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“It is the added value that will bring growth in the sector”

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Now that the exit from the blacklist is almost certain, it will be for global business operators to focus on the future and the opportunities that will arise, observes François de Senneville, Head Africa group of Fieldfisher.

The European Commission has tabled the draft Delegated Regulation 2016/1675.
Mauritius is no longer on the new blacklist and it should have the force of law as of 27 February. Is the game won?

I do think that the game has now been won, although it is true that technically, in order to see this definitively, we must now wait for the vote of the European Parliament (which must take place in the month following the Commission’s decision, i.e. in a few days now). As a reminder, this decision of the European Commission is in line with the commitments made by the European Union which had committed to remove Mauritius from its black list as soon as Mauritius leaves the FATF grey list. It is therefore not a surprise, but a simple respect for the word given.

Since the inclusion of Mauritius on the blacklist, there has been a slowdown in transactions within the European Union. Similarly, due to the cumbersome due diligence procedures, many investors have turned to competing jurisdictions like Singapore and the United Arab Emirates. Can you tell us more about the impact of day-to-day operations?

All this was unfortunately expected. Inclusion on the blacklist has led to additional procedures at the level of operators and in particular banks. This has led to a loss of competitiveness in our financial sector. It had become longer, more complicated and more expensive to settle in Mauritius for its international investments. It is therefore natural that our competitors have benefited. Now let’s focus on the future and opportunities ahead now that this page is behind us. For good reason, growth is recovering strongly in the world. We must now attract opportunities and retain them. It is therefore necessary to structure ourselves so that the expected services are at the rendezvous if the financial sector wishes to emerge among its competitors. The time of easy money by offering compliance services billed more and more expensive is behind us. Now is the time for added value if we want the financial sector to continue to grow. This will involve investments by management companies to pay for talent and, if necessary, import it to achieve this. A movement of local concentration is therefore foreseeable. It is not excluded that leaders of the international council will come to Mauritius to take advantage of this situation, especially if local operators do not manage to cross this step. We cannot also exclude alliances between local operators and international brands to achieve this. They might even be welcome. Should we set up a public-private structure that would monitor our level of compliance with the FATF recommendations?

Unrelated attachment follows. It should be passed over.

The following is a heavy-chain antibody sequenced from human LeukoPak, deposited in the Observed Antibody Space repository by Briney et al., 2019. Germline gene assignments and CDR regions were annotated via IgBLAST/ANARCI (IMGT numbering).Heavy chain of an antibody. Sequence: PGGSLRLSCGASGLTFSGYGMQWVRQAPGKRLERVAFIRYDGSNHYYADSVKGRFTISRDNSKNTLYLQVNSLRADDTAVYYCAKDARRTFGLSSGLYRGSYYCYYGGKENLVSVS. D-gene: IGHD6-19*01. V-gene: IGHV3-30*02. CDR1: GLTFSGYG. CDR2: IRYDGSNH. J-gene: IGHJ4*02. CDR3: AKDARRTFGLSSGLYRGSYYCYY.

It is obvious that it is in the country’s interest to equip itself as quickly as possible with an adequate public-private structure that can meet periodically, but above all to continuously observe the progress of the long-term actions that must be taken as well as the monitoring of expenditure and the corresponding budgets to ensure the sustainability of our financial sector. This structure, both monitoring and advising the supervisory authorities in this sector, will also have to be a whistleblower whose mission would be to avoid at all costs a new episode of blacklisting. It is only with a spirit of questioning, a culture of constructive doubt and corresponding tools that we will achieve this.